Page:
A change to US copyright law confirms that it is completely legal for users to 'jailbreak' their iPhones or to unlock carrier restrictions and use an alternative mobile phone provider to those favoured by Apple.
The US Library of Congress, in a recent review of copyright rules, has now changed a 1998 position that banned phone owners from bypassing technical locks.
Jailbreakers go free
In a statement this week, Librarian of Congress James Billington said phone owners who jailbroke their phones would "not be subject to the statutory prohibition against circumvention."
Unsurprisingly, Apple opposed the latest revisions to the Digital Millennium Copyright Act (DMCA), with the company claiming that hacked iPhones will be open to security holes and viruses.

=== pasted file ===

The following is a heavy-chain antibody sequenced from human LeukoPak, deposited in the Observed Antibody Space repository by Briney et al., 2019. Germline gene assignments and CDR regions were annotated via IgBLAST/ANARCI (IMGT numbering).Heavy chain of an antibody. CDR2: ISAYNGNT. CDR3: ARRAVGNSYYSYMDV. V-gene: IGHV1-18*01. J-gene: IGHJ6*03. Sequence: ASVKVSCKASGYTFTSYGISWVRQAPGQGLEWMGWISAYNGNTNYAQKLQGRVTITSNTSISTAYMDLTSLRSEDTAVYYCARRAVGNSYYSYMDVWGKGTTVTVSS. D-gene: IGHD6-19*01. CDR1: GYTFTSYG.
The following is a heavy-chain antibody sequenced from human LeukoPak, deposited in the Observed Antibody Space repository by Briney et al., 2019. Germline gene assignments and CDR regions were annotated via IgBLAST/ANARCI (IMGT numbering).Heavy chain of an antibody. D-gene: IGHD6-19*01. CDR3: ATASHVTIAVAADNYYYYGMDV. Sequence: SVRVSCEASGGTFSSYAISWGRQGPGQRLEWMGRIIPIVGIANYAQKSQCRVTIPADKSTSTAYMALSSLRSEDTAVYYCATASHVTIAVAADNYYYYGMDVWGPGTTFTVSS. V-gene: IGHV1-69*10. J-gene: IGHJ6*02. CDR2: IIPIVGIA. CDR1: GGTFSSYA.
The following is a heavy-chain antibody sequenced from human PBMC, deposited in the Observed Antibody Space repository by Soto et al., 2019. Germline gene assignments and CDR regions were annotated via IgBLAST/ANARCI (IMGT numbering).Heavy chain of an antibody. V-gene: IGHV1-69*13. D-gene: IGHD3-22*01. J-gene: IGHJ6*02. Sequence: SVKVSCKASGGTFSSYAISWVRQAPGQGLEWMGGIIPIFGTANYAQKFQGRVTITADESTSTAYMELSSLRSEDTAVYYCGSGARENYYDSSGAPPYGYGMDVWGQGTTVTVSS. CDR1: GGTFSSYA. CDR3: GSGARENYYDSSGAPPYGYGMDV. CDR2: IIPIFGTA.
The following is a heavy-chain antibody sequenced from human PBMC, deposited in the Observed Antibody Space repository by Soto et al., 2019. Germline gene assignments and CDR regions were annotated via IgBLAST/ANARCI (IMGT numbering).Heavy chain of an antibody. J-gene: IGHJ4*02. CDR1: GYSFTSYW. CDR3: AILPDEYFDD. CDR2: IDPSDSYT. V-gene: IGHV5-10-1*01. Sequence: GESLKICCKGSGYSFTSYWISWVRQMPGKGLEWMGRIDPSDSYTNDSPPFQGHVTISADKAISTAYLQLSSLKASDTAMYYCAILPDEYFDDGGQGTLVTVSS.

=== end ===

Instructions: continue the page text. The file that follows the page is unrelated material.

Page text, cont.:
"The Copyright Office recognizes that the primary purpose of the locks on cell phones is to bind customers to their existing networks, rather than to protect copyrights," noted Jennifer Granick of the Electronic Frontier Foundation (EFF).
"We are thrilled to have helped free jailbreakers, unlockers and vidders from this law's overbroad reach," Granick added.
"By granting all of EFF's applications, the Copyright Office and Librarian of Congress have taken three important steps today to mitigate some of the harms caused by the DMCA."
Jailbreaking will let you add unauthorized apps to your iPhone. However, it should be made clear that should you jailbreak your phone, you will still void the warranty (and, potentially, and more importantly, cripple your iPhone's battery life!).